I remembered meeting a terrifying Sadhu a few months ago in Jaigaon. The heretic was half-naked, his skin bathed in ashes and his long hair rolled up in thick locks. He wore a red loincloth around his waist and had a garland of skulls and bones hanging from his neck. I asked him some questions like who his Guru was and so on when suddenly he felt ridiculed. His face turned red, he rolled his eyes and warned me that he could strike me dead with a lightning bolt, then and there if I made a mock of him again. The world around me turned gray, I froze, and I quickly scampered out of his sight towards the Bhutan Gate.
Meanwhile, the bus crossed a railway crossing gate.
“Hmm…we are approaching Rongya,” the Gomchen said.
Minutes later, the bus slowed down and stopped near a roadside restaurant where a thin old man, as thin as the chapatti he was clapping between his frail fingers, was burning the bread inside a big mud oven. At the counter sat a dark burly man with a grim face. He was watching a cricket match on the black and white television that was mounted in a corner. He looked like one of those mob gangsters we see in Hindi movies.
The handy boy banged the bus door with his hand and shouted “Breakfast! Breakfast!” and the passengers began to clamber off the bus.
“I go to Rangapara from here,” the Gomchen said, looking at Chompai. “Are you coming with me or not?”
“No,” Chompai said. “My brothers will kill me if they come to know about it. I will go to Sikkim.”
“Alright boy, I wish you good luck,” the Gomchen said and walked away. The other passengers, who were mostly peasants, ambled into the restaurant and occupied the suntanned plastic chairs and tables.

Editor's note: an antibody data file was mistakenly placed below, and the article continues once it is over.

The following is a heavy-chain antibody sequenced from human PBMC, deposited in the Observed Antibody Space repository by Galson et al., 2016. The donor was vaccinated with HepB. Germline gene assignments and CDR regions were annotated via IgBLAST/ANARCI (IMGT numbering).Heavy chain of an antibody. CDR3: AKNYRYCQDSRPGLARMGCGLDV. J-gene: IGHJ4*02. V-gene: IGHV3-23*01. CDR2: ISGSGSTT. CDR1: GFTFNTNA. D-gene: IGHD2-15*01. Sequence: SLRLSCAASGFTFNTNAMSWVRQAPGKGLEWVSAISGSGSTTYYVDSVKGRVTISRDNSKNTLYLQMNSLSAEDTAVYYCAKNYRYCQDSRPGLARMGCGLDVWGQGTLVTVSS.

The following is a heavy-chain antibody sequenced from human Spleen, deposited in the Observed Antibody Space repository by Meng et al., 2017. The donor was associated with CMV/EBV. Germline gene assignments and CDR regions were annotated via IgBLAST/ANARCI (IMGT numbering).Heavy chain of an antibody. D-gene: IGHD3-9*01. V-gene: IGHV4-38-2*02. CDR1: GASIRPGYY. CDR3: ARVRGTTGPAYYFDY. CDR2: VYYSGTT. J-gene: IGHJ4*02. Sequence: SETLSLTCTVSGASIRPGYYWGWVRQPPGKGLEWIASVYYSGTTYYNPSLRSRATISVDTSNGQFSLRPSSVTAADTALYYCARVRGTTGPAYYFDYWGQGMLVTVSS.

After the breakfast, the bus pulled onto the main highway. It now moved with menacing speed sending the – I am going too fast to stop, so unless you slow down, we will both die – message with long blasts of its horn.
Chompai went into a deep sleep, but he occasionally woke up with a fitful jerk at intervals. The journey continued with Chompai’s head occasionally colliding against mine, and the bus pacing at an unbelievable speed; clearing dogs, rickshaws, cows, trucks, buses, cars, oxcarts, and pedestrians from the road. The bus sped past several districts and roadside towns of Assam – Nalbari, Kokrajhal, Barpeta, Howli, Bongaigaon, Samtabari, Barobisa. I imagined terrorists hiding behind the bushes, ready to open fire. What if they carry out an ambush like they did before? I wished that we had a safer route connecting the eastern and southern districts of our country.
Towards the evening, our vehicle entered the dark shades of the forested road of West Bengal. We drove through the Old and New Hashimara towns and continued past the Toorsa tea gardens. A truck had toppled over at a sharp bend. Half an hour later, the bus entered the bustling streets of Jaigaon, and we finally reached the Indo-Bhutan Gate.
Passengers got up from their seats and stepped out of the bus. By this time, I was completely exhausted and my bottom was sore. I rose from my seat, took out my bag, and followed behind Chompai.
Once outside, I told Chompai to wait for me for a minute. I rushed to a nearby bookshop, bought an envelope and slid in two hundred Ngultrum notes into it. Then I wrote down the address, placed the envelope on my forehead and told Chompai to give it to HH Dodrupchen Rinpoche’s monastery. Chompai nodded impassively and made his way through the crowd. I saw him pass the makeshift taxi counters, cross the road to the opposite side and bend down to talk to the terrifying Sadhu I had met before.
This story appeared in the Indian Review in 2017